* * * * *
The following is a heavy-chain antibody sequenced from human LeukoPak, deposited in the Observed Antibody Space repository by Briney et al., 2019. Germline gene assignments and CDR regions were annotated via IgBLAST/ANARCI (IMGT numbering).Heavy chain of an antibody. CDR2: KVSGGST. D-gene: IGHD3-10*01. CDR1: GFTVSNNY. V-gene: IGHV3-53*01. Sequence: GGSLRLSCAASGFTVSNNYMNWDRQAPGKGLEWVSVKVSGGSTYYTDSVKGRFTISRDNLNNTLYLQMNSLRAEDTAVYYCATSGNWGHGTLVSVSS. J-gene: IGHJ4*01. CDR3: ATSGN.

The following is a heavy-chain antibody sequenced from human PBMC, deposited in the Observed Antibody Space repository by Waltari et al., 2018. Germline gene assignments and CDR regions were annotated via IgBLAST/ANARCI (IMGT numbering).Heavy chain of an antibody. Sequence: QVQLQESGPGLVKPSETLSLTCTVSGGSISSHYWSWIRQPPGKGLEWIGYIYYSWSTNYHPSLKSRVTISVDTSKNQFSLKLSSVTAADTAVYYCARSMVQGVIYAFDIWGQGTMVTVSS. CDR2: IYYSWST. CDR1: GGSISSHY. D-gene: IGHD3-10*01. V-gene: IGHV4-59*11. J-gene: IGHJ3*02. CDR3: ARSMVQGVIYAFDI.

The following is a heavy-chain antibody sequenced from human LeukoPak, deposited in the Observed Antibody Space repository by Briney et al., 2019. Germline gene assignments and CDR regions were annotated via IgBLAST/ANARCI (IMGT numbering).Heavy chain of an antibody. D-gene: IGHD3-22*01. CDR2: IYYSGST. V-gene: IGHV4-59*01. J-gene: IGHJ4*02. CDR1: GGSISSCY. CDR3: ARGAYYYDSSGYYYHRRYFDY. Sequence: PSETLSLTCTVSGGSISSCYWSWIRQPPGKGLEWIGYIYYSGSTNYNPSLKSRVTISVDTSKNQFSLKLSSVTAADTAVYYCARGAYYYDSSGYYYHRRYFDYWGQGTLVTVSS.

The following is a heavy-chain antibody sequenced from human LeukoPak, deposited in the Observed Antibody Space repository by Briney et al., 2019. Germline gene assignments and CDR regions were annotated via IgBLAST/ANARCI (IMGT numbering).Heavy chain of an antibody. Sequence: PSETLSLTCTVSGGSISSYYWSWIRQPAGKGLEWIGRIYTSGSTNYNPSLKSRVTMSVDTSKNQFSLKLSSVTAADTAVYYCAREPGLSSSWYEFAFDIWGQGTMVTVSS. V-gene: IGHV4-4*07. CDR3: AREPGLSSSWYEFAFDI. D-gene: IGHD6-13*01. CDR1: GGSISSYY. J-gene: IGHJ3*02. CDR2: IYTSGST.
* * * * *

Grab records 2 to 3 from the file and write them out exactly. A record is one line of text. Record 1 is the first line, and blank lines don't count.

The following is a heavy-chain antibody sequenced from human PBMC, deposited in the Observed Antibody Space repository by Waltari et al., 2018. Germline gene assignments and CDR regions were annotated via IgBLAST/ANARCI (IMGT numbering).Heavy chain of an antibody. Sequence: QVQLQESGPGLVKPSETLSLTCTVSGGSISSHYWSWIRQPPGKGLEWIGYIYYSWSTNYHPSLKSRVTISVDTSKNQFSLKLSSVTAADTAVYYCARSMVQGVIYAFDIWGQGTMVTVSS. CDR2: IYYSWST. CDR1: GGSISSHY. D-gene: IGHD3-10*01. V-gene: IGHV4-59*11. J-gene: IGHJ3*02. CDR3: ARSMVQGVIYAFDI.

The following is a heavy-chain antibody sequenced from human LeukoPak, deposited in the Observed Antibody Space repository by Briney et al., 2019. Germline gene assignments and CDR regions were annotated via IgBLAST/ANARCI (IMGT numbering).Heavy chain of an antibody. D-gene: IGHD3-22*01. CDR2: IYYSGST. V-gene: IGHV4-59*01. J-gene: IGHJ4*02. CDR1: GGSISSCY. CDR3: ARGAYYYDSSGYYYHRRYFDY. Sequence: PSETLSLTCTVSGGSISSCYWSWIRQPPGKGLEWIGYIYYSGSTNYNPSLKSRVTISVDTSKNQFSLKLSSVTAADTAVYYCARGAYYYDSSGYYYHRRYFDYWGQGTLVTVSS.